Openwall GNU/*/Linux - a small security-enhanced Linux distro for servers
[<prev] [next>] [thread-next>] [day] [month] [year] [list]
Date: Wed, 09 Oct 2013 11:15:48 +1100
From: Ryan Mallon <rmallon@...il.com>
To: Andrew Morton <akpm@...ux-foundation.org>, eldad@...refinery.com, 
 Jiri Kosina <jkosina@...e.cz>,
 jgunthorpe@...idianresearch.com, Joe Perches <joe@...ches.com>, 
 Dan Rosenberg <dan.j.rosenberg@...il.com>,
 Kees Cook <keescook@...omium.org>, 
 Alexander Viro <viro@...iv.linux.org.uk>,
 "Eric W. Biederman" <ebiederm@...ssion.com>, 
 George Spelvin <linux@...izon.com>
CC: "kernel-hardening@...ts.openwall.com" <kernel-hardening@...ts.openwall.com>,
 "linux-kernel@...r.kernel.org" <linux-kernel@...r.kernel.org>
Subject: [PATCH v2] vsprintf: Check real user/group id for %pK

Some setuid binaries will allow reading of files which have read
permission by the real user id. This is problematic with files which
use %pK because the file access permission is checked at open() time,
but the kptr_restrict setting is checked at read() time. If a setuid
binary opens a %pK file as an unprivileged user, and then elevates
permissions before reading the file, then kernel pointer values may be
leaked.
    
This happens for example with the setuid pppd application on Ubuntu 12.04:
    
  $ head -1 /proc/kallsyms
  00000000 T startup_32
    
  $ pppd file /proc/kallsyms
  pppd: In file /proc/kallsyms: unrecognized option 'c1000000'
    
This will only leak the pointer value from the first line, but other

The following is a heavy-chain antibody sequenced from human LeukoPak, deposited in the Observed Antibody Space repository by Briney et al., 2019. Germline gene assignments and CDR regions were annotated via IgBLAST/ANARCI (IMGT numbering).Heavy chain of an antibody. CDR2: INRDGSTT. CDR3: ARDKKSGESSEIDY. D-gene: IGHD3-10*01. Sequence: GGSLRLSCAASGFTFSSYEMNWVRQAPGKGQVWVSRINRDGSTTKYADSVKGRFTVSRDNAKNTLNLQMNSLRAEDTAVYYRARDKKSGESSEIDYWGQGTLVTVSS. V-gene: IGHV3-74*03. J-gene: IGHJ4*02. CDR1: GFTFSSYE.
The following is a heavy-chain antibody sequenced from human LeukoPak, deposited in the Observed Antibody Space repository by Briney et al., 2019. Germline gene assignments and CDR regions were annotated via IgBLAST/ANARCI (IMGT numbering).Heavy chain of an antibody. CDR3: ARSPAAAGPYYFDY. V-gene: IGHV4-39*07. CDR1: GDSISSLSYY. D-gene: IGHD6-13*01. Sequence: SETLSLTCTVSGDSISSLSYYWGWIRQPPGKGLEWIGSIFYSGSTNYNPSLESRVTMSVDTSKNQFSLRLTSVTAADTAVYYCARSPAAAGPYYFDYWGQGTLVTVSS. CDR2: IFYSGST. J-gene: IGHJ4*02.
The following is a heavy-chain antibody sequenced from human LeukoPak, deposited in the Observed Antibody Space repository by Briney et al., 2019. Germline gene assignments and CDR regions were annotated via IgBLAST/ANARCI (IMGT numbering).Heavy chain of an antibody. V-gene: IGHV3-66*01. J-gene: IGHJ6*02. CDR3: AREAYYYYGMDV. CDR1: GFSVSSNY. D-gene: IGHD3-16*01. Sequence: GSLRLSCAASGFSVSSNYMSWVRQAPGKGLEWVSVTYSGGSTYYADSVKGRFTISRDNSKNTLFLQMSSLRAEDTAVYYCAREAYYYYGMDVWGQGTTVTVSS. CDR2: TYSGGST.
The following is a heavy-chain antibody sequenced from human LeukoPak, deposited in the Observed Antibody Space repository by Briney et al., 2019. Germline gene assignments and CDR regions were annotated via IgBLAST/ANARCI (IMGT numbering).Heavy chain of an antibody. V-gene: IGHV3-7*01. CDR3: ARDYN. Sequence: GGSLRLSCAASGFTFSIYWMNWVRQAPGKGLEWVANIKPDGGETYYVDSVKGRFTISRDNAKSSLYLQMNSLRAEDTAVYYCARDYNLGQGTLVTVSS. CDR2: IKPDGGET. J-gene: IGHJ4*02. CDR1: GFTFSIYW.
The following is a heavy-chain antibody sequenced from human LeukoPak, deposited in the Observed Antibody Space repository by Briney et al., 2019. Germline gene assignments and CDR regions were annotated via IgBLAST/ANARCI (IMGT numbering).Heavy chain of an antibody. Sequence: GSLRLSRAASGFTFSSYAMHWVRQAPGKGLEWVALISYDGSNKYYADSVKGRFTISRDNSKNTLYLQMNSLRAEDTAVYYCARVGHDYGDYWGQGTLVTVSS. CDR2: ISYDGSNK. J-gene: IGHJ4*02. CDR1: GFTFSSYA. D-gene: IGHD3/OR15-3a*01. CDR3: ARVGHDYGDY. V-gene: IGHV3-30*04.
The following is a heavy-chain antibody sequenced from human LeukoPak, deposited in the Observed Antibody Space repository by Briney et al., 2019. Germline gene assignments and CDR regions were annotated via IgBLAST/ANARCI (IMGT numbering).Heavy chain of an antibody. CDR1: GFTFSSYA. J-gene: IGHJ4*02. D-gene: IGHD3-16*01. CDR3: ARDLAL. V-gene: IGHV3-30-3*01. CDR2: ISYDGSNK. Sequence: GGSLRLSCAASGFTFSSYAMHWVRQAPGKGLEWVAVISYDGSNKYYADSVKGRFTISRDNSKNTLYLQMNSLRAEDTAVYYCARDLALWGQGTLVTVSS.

setuid binaries may leak more information.
    
Fix this by adding a check that in addition to the current process
having CAP_SYSLOG, that effective user and group ids are equal to the
real ids. If a setuid binary reads the contents of a file which uses
%pK then the pointer values will be printed as NULL if the real user
is unprivileged.
    
Signed-off-by: Ryan Mallon <rmallon@...il.com>
---
Changes since v1:

 * Fix the description to say 'vsprintf' instead of 'printk'.
 * Clarify the open() vs read() time checks in the patch description and
code comment.
 * Remove comment about 'badly written' setuid binaries. This occurs
with setuids binaries which correctly handle opening files.
 * Added extra people to the Cc list.
---

diff --git a/lib/vsprintf.c b/lib/vsprintf.c
index 26559bd..c02faf3 100644
--- a/lib/vsprintf.c
+++ b/lib/vsprintf.c
@@ -1312,10 +1312,26 @@ char *pointer(const char *fmt, char *buf, char *end, void *ptr,
 				spec.field_width = default_width;
 			return string(buf, end, "pK-error", spec);
 		}
-		if (!((kptr_restrict == 0) ||
-		      (kptr_restrict == 1 &&
-		       has_capability_noaudit(current, CAP_SYSLOG))))
-			ptr = NULL;
+
+		/*
+		 * If kptr_restrict is set to 2, then %pK always prints as
+		 * NULL. If it is set to 1, then only print the real pointer
+		 * value if the current proccess has CAP_SYSLOG and is running
+		 * with the same credentials it started with. This is because
+		 * access to files is checked at open() time, but %pK checks
+		 * permission at read() time. We don't want to leak pointer
+		 * values if a binary opens a file using %pK and then elevates
+		 * privileges before reading it.
+		 */
+		{
+			const struct cred *cred = current_cred();
+
+			if (kptr_restrict == 2 || (kptr_restrict == 1 &&
+			     (!has_capability_noaudit(current, CAP_SYSLOG) ||
+			      !uid_eq(cred->euid, cred->uid) ||
+			      !gid_eq(cred->egid, cred->gid))))
+				ptr = NULL;
+		}
 		break;
 	case 'N':
 		switch (fmt[1]) {




Powered by blists - more mailing lists

Your e-mail address:

Confused about mailing lists and their use? Read about mailing lists on Wikipedia and check out these guidelines on proper formatting of your messages.